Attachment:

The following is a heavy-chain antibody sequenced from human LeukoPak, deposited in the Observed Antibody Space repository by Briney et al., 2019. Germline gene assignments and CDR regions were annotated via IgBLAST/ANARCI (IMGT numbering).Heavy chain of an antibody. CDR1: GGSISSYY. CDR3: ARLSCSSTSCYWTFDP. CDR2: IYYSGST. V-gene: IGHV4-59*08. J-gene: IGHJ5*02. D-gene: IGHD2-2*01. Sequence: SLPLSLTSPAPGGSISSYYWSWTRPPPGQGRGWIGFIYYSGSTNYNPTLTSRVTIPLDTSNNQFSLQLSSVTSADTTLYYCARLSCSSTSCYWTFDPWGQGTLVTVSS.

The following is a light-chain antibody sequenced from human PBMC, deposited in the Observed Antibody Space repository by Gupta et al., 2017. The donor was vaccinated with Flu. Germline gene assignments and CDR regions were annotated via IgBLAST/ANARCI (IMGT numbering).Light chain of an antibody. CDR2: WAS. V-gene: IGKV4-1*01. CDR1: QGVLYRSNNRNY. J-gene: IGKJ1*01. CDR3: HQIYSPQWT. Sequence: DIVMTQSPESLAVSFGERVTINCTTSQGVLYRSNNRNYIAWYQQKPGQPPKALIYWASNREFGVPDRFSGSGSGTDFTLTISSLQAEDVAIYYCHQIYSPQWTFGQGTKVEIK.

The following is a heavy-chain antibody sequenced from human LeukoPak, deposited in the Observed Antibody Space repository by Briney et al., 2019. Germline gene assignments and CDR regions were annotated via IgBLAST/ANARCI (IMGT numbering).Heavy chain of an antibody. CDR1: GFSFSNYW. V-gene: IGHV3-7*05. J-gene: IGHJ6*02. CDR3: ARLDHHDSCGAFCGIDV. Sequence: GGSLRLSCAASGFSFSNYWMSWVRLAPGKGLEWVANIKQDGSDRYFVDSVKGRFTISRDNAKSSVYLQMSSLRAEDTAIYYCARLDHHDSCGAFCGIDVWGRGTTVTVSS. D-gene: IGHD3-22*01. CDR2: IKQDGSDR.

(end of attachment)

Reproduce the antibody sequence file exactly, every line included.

The following is a heavy-chain antibody sequenced from human LeukoPak, deposited in the Observed Antibody Space repository by Briney et al., 2019. Germline gene assignments and CDR regions were annotated via IgBLAST/ANARCI (IMGT numbering).Heavy chain of an antibody. CDR1: GGSISSYY. CDR3: ARLSCSSTSCYWTFDP. CDR2: IYYSGST. V-gene: IGHV4-59*08. J-gene: IGHJ5*02. D-gene: IGHD2-2*01. Sequence: SLPLSLTSPAPGGSISSYYWSWTRPPPGQGRGWIGFIYYSGSTNYNPTLTSRVTIPLDTSNNQFSLQLSSVTSADTTLYYCARLSCSSTSCYWTFDPWGQGTLVTVSS.

The following is a light-chain antibody sequenced from human PBMC, deposited in the Observed Antibody Space repository by Gupta et al., 2017. The donor was vaccinated with Flu. Germline gene assignments and CDR regions were annotated via IgBLAST/ANARCI (IMGT numbering).Light chain of an antibody. CDR2: WAS. V-gene: IGKV4-1*01. CDR1: QGVLYRSNNRNY. J-gene: IGKJ1*01. CDR3: HQIYSPQWT. Sequence: DIVMTQSPESLAVSFGERVTINCTTSQGVLYRSNNRNYIAWYQQKPGQPPKALIYWASNREFGVPDRFSGSGSGTDFTLTISSLQAEDVAIYYCHQIYSPQWTFGQGTKVEIK.

The following is a heavy-chain antibody sequenced from human LeukoPak, deposited in the Observed Antibody Space repository by Briney et al., 2019. Germline gene assignments and CDR regions were annotated via IgBLAST/ANARCI (IMGT numbering).Heavy chain of an antibody. CDR1: GFSFSNYW. V-gene: IGHV3-7*05. J-gene: IGHJ6*02. CDR3: ARLDHHDSCGAFCGIDV. Sequence: GGSLRLSCAASGFSFSNYWMSWVRLAPGKGLEWVANIKQDGSDRYFVDSVKGRFTISRDNAKSSVYLQMSSLRAEDTAIYYCARLDHHDSCGAFCGIDVWGRGTTVTVSS. D-gene: IGHD3-22*01. CDR2: IKQDGSDR.